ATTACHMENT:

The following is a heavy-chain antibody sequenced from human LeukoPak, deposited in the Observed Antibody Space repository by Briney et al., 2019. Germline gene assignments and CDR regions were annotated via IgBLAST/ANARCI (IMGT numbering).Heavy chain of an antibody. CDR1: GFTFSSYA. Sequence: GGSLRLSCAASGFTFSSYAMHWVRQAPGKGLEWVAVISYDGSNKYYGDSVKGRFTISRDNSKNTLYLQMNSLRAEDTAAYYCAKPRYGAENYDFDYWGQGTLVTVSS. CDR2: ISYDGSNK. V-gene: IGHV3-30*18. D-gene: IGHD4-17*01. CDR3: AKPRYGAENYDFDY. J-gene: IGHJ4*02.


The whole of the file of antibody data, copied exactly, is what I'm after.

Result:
The following is a heavy-chain antibody sequenced from human LeukoPak, deposited in the Observed Antibody Space repository by Briney et al., 2019. Germline gene assignments and CDR regions were annotated via IgBLAST/ANARCI (IMGT numbering).Heavy chain of an antibody. CDR1: GFTFSSYA. Sequence: GGSLRLSCAASGFTFSSYAMHWVRQAPGKGLEWVAVISYDGSNKYYGDSVKGRFTISRDNSKNTLYLQMNSLRAEDTAAYYCAKPRYGAENYDFDYWGQGTLVTVSS. CDR2: ISYDGSNK. V-gene: IGHV3-30*18. D-gene: IGHD4-17*01. CDR3: AKPRYGAENYDFDY. J-gene: IGHJ4*02.